“The SAJBD made it clear that we are not the representatives of the state of Israel nor go-betweens of the two countries,” the Board of Deputies said when it realized the meeting was being instrumentalized as part of the genocide charge. “We are South African citizens like any other, with valid concerns about our human rights as citizens of this country.”

The encounter was of a piece with the hostility that the community has endured from sectors of the South African political establishment, Kahn said. She noted how Justice Minister Ronald Lamola, appearing at The Hague in January during the genocide hearings, was asked about antisemitism in his country.

“In South Africa, we have got a number of Jewish people doing business, living with us, and they also attend their churches in peace,” Lamola said.

The Board of Deputies had given the ministry a report on antisemitism, Kahn said.

“You’re the one who should be protecting South African Jews against hate,” she said of Lamola. “And you’re saying there’s no there’s no antisemitism. You haven’t even bothered to find out what the actual actual information is.” There have been at least eight cases involving antisemitic hate allegations brought to South African courts since Oct. 7, she said.

South Africa has long been critical of Israel, and in January, the Jewish captain of its under-19 cricket team was removed from his post due to anti-Israel protests against him. A 2019 report by the Institute for Jewish Policy Research found that of the country’s approximately 52,000 Jews, more than 40% “say that they have considered leaving South Africa permanently in the past year.”

A woman prays over a missing poster for a hostage abducted by Hamas terrorists, on the Nelson Mandela Bridge in Johannesburg, Oct. 27, 2023. (South African Jewish Board of Deputies/YouTube)

Kahn, who was in Washington this week on a trip organized by the World Jewish Congress, emphasized that antisemitism was not pervasive in the country. She said the community has friendly ties to parties in opposition to Ramaphosa’s African National Congress, as well as with Christian churches with memberships numbering in the tens of millions. It also has a good relationship with law enforcement.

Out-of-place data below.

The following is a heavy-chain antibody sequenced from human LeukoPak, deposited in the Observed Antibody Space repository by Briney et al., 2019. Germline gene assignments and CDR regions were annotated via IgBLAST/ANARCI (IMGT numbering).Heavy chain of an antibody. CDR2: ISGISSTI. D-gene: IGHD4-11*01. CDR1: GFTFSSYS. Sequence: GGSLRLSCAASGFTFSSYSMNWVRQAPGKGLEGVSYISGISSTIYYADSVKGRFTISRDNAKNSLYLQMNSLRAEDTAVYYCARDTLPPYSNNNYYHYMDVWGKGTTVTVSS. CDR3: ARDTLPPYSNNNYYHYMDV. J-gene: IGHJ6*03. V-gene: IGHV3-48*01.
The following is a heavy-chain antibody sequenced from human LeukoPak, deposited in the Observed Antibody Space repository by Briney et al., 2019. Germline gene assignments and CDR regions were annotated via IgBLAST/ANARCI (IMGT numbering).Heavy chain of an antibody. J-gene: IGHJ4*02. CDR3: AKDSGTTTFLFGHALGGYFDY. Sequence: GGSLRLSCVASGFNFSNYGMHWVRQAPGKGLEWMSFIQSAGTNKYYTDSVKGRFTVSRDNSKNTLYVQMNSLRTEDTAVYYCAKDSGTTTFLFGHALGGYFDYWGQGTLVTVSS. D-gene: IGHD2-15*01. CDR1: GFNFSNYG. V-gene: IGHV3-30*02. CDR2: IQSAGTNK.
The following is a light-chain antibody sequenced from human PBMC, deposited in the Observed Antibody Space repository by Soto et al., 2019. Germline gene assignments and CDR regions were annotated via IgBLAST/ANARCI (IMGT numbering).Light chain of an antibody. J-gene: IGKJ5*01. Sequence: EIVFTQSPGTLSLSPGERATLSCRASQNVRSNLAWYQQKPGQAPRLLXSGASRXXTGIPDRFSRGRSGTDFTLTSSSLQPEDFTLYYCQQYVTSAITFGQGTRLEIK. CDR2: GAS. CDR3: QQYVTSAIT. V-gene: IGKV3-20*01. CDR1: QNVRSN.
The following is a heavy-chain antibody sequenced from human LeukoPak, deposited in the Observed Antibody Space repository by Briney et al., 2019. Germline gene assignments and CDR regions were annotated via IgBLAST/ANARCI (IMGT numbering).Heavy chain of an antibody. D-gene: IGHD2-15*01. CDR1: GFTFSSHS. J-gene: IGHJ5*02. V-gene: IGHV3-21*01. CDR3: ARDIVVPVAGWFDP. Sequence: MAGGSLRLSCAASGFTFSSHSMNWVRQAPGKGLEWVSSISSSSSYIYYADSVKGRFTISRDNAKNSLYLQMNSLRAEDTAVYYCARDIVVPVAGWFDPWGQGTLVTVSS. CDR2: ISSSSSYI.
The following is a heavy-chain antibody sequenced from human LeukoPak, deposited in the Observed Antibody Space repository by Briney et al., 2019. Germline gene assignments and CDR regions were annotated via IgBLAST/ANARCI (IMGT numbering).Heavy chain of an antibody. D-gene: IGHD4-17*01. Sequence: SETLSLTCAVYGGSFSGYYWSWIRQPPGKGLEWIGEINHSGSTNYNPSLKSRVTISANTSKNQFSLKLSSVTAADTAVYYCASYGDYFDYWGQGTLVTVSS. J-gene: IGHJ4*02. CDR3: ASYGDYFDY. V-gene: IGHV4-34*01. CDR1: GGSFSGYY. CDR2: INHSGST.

She has heard that the number of Jews seeking to leave the country has increased but said that has more to do with political and economic instability. The reports of increased antisemitism may be a factor, but not the only one, in a desire to leave, she added.

She also said Jews are not hiding visible symbols of their identity.

“We’ve got a jeweler in our community, he’s got a jewelry shop in one of the big shopping malls near the Jewish community” in Johannesburg, she said. “And he tells the story that he cannot keep up with the demand for Magen Davids. They are really flying out of the shop.”

The most poignant representation of grassroots sympathy for Israel, she said, came on Oct. 27. The community, without first seeking police permission, taped posters of hostages taken by Hamas along the ramparts of the Nelson Mandela Bridge. They also placed 221 red balloons along the bridge, one for each of the people known at the time to be held captive.

Kahn said the community intended to keep the posters in place for an hour, wanting to avoid confrontations with hostile actors, or the sight of police removing the posters.

Instead, she said, the community kept the posters in place the entire day, noticing the curiosity and empathy they sparked in passersby, and there were no confrontations. She shared video with JTA of passersby crouching to read the stories of the hostages, with some clasping their hands together in silent prayer.

“People prayed and people cried and people were just absolutely — they were riveted,” she said, getting emotional at the recollection. “In the end, we left them up for the entire day. Not one of those posters was torn down.”

This article originally appeared on JTA.org.